But the only reason this process can work is because the experts that the BBC (for example) are entrusting the novice to, are truly master chefs in themselves. Theyíre not short-order cooks. They know everything there is to know in the kitchen, and thatís how theyíre able to impart the functional essentials in a short space of time, provided that the pupil is focused and motivated, and that he comes to the process with an open mind.

But itís the closed mind thatís been the hardest thing for me to overcome in convincing people that they could be training a better way. My method involves a change in perspective from the way people want to think in self-protection and in the martial arts in general. Itís not about techniques. You have to let go of that old way of thinking. What Iím proposing is a paradigm shift. It doesnít fit in with what youíre doing already. It requires abandoning what you think you know and taking a risk. Youíve really got to jump on this one.

Nick, you want to call me a neurosurgeon, a genius, a prodigy so that you can call yourself a GP and everybody can be comfortable with who they are. But the problem with your analogy is that a fight is a fight is a fight. All fights are chaotic. None of them are about Ďperfectioní. I donít believe in the perfecting of a move, because personally Iíve never used the same move twice in exactly the same way.
If Iíve had a personal quest that makes it seem like Iím looking for perfection, the result of that has been something more than simply my own personal achievements. The result has been my knowledge of fighting and fight training.

I was knocking guys out in the Sixties and Seventies. If Iíd have been satisfied with that level of performance, Iíd never have developed my method as it now stands. By being able to understand the processes by which I can break arms, for example, I can now take the most mediocre of individuals and exponentially improve their performance. Sometimes in a matter of seconds. I know what to look for because I understand the processes inside and out. In minute fucking detail. So at whatever level you want to learn from me, I can help you.

Nick and Brian, your interpretation of what is a fundamental skill, key move, tactic, strategy/stratagem is in all likelihood very different to my own, as is probably your knowledge of the laws and principles of force and motion and the neuromusculoskeletal structure with regards to how emotions, thoughts, and sensations (extero, intero, propro) are translated within the integrative action of the CNS into biomechanical work (particularly how the CNS organises those inherent reflex and bequeathed behavioural patterns that are the foundation of all motor skills). Most importantly my understanding, by experience, research and good guessing, of those combative scenarios and situations I envisage I will find myself in against different psychological/physical/stylistic types, is undoubtedly very different to your own. Not to mention the ways we might go about incorporating this knowledge into various specific and non-specific exercises, fighting drills, conditional fighting methods (aggressor/dissimilar training) and playfighting so as to not only improve our own personal performance but also the performance of others who may well be put together very differently to ourselves. My knowledge, in short, is very different to yours.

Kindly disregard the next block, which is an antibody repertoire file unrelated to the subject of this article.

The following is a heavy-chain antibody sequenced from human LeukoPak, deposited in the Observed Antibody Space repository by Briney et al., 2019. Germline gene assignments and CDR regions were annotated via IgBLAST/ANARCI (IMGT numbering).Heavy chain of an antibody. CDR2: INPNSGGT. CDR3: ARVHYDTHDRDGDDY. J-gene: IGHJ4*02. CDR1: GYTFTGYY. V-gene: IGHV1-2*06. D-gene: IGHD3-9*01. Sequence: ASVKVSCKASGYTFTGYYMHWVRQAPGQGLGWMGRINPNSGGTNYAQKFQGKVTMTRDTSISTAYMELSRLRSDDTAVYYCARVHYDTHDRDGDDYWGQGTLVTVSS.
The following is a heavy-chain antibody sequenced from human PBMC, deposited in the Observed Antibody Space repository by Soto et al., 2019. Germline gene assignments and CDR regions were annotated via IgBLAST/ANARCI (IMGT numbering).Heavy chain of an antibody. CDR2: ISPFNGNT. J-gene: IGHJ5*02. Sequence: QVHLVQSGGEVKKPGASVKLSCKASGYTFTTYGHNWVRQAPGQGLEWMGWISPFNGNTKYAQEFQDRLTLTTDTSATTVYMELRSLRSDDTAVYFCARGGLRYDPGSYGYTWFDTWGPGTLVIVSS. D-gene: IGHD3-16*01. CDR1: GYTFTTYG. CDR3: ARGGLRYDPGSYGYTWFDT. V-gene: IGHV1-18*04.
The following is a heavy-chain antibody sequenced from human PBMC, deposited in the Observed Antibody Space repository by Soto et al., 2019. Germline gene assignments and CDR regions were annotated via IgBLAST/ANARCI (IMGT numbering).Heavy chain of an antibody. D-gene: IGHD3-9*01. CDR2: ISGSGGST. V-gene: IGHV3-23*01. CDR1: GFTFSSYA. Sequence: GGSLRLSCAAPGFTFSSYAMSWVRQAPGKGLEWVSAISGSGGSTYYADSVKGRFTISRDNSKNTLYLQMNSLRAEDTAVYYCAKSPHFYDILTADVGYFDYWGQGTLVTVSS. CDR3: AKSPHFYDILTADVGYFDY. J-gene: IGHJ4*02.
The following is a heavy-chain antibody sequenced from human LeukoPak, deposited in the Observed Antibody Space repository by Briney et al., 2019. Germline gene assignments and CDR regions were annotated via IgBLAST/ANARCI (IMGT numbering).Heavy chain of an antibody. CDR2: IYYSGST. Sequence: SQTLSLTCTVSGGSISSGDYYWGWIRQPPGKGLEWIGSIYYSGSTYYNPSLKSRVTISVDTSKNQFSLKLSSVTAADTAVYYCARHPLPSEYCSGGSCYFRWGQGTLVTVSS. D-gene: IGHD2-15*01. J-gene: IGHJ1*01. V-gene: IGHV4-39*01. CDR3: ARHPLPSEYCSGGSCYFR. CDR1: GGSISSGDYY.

And I would suggest that it is by way of this knowledge that over the years Iíve been able to take myself to another level in performance and understanding of the martial arts. This knowledge, in terms of time, wasnít acquired by polishing or cleaning some figurative boot, but by challenging what others believe the martial arts to be as well as what I believed it to be.

And thereís an interesting point. Whilst in the early days of my journey I spent countless hours practicing by trial and error and researching, I now spend very little time doing so. The Ďsystemí seems to have switched on at an unconscious level and my mind and my body as to what I need it to fulfil for me, and it provides spontaneous solutions to problems without a lot of effort on my part. So actually, Brian, in terms of time, I probably spend less than you.

Similarly, Nick, fightingís not as in a medicine where you have an operating theatre where you can take the patient and do fancy maneuvers. Thatís not who I am. All of my analysis and research starts with the fight and comes back to the fight. And having achieved the level of understanding that I have, what I find frustrating is that people want to include me as an example of the martial arts at the highest level, but they donít want to listen to what I have to say.

Brian, take your question about learning to bob and weave like a boxer. Do I think itís one of a few essential tools? I donít advocate the toolbox/technique approach, not for professionals, recreational fighters, executives looking to defend themselves in the pub, women, children--anybody. And even if I was to say yes, how would you learn this bobbing/weaving? In training you shouldnít be trying to fulfil a technical requirement. Youíre trying to solve a combative problem; i.e., enter his space without sacrificing your head. It may seem like a small difference in words, but itís a very big difference in perspective. And itís like I wrote previously: in order to learn this skill, you need to have your aggressor/dissimilar training program in place. You need to learn your head movement against a guy whoís trying to knock it off!